Monthly Archives: December 2020
He benefited from the wealth bequeathed by his father. He inherited a politically stable country that was militarily stronger than its enemies. His country was at the heart of a vast trading network that made it wealthy and spread its influence across the world. Its’ fertile soil provided so much food that it exported the excess to neighboring countries.
He set out to destroy all that. He felt only contempt for the competent, experienced government officials he inherited and replaced them with sycophants loyal only to himself. He built a new capital city in a remote location where he lived in an echo chamber surrounded by his supporters. The working class that built his new city were underfed and overworked. They died young while he lived in a palace and treated himself to the best food and wine available.
He created his own cult and demanded that everyone worship his new god. Traditional religious leaders were unceremoniously tossed aside, and their treasures confiscated to fund the new cult. His wife and children slavishly followed his lead.
While he was busy dismantling the existing order, his country’s enemies grew bolder. Other great powers began expanding their territory. His country’s allies begged for help but he ignored them. He was too busy attacking his real and perceived enemies at home to notice or care about the threats at his own border.
When he finally left the scene (due to his death), his country’s hegemony had faded. Society was fractured, the economy was in decline and his country had lost about a quarter of its territory to other great powers. His inattention ruined his country’s alliances and its allies shifted allegiance to others, including the new great powers.
His surviving opponents moved quickly to restore order, reinstating the traditional government structure. His cult was abandoned and replaced by the former religion. His name was erased from the written record as was his wife’s name. His children repudiated him and his cult in a desperate effort to salvage their own lives.
His name was…..Amenhotep IV, better known to us as Akhenaton. He ruled Egypt at the end of the 18th Dynasty of the New Kingdom. His son, Tutanhkamon, was the last of that line of pharaohs and died young. Ancient Egypt never again attained the cultural, political, and military hegemony that Akhenaton inherited.
Today, as we debate good versus bad leadership, Akhenaton is a reminder that there is nothing new under the sun.
About Norma Shirk
My company, Corporate Compliance Risk Advisor, helps employers (with up to 50 employees) to create human resources policies and employee benefit programs that are appropriate to the employer’s size and budget. The goal is to help small companies grow by creating the necessary back office administrative structure while avoiding the dead weight of a bureaucracy. To read my musings on the wacky world of human resources, see the HR Compliance Jungle (www.hrcompliancejungle.com) which alternates on Wednesday mornings with my history blog, History By Norma, (available at http://www.normashirk.com). To read my musings on a variety of topics, see my posts on Her Savvy (www.hersavvy.com).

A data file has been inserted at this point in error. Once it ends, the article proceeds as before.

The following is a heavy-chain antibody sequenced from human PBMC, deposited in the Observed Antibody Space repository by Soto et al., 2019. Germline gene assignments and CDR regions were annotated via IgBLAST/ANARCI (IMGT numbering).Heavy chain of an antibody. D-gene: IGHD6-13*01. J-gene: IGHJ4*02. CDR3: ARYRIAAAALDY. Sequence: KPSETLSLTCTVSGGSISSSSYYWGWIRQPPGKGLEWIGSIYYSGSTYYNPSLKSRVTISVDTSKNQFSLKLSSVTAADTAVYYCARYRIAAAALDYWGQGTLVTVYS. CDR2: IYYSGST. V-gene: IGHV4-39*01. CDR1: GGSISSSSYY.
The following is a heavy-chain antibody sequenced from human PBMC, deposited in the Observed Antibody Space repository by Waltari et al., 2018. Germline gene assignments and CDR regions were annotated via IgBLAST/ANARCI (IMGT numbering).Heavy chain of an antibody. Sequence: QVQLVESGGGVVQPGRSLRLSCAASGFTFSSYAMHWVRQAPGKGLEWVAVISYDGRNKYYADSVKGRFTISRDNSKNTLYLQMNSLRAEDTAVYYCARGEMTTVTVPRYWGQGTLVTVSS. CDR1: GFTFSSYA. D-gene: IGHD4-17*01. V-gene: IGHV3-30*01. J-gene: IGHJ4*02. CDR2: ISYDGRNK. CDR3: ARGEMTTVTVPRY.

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The woman was talking to her son, age seven. He was in tears. “I’m sorry, Robbie, but you’re just going to have to learn to control yourself. You can’t dissolve into tears over every little thing.”
Two little boys were having an argument over a toy. One child hit the other one. A parent standing nearby said, “Hit him back, Johnny.”
The little boy had fallen and skinned his knee. He began to cry loudly. His peers, slightly older and already wise in the ways of the world, taunted him. “What a crybaby – he is a girl.”
The preceding stories are typical interactions that happen every day, every week, every month, every year in our society. They represent pervasive attitudes toward raising young boys to be men. The message goes something like this: “It is not good to let boys grow up to be too sensitive. They will be ridiculed: they will not have what it takes to succeed in a competitive world. It MAY be all right for them to express some feelings when they are very young, but they should not be coddled. The last thing anyone wants is a son who is a sissy.”
Sensitivity to the experience of others, the ability to feel with another person in his/her joy or pain, is often regarded as suspect when it is displayed by boys or men. This attitude presents a significant barrier to improved world community.
A central task that faces human beings is that of maintaining a balance between self and other. Human as we are, we can neither live alone nor together; we are caught in an ongoing tension between yearning for connection and affiliation and yearning for autonomy and independence. The experience of empathy – a process during which a person experiences the experience of another AS IF it were her own and AT THE SAME TIME is clearly aware of her own self – clearly mirrors that ultimate humanity.
The empathic process calls on the individual to perceive affective cues, both verbal and non-verbal, which serve as indicators of the other’s emotional state. The individual, perceiving these cues, takes the role of the other, experiencing the other’s feelings vicariously. Empathic ability is complex, requiring a clear self-concept, the ability to connect affectively, and flexible ego boundaries. Empathic ability has been posited to be a strong indicator of effective human functioning and maturity. A major component of effective parenting rests on parental ability to empathize. Inability to empathize, on the other hand, has been linked with a variety of antisocial behaviors (narcissism, in particular).
When empathy is broken down into its various components (perceptual, affective/cognitive, communicative) boys and girls do well on all aspects of tasks other than the motivation to attend or perceive. In other words, girls notice the non-verbal and verbal cues necessary to arouse empathy. They seem to be more perceptually attuned to pick up on these cues. Boys, when trained in research settings in doing this, were equally able on the other parts of the tasks. Differences in measured empathic ability diminished with direct teaching of perceptual skills to boys.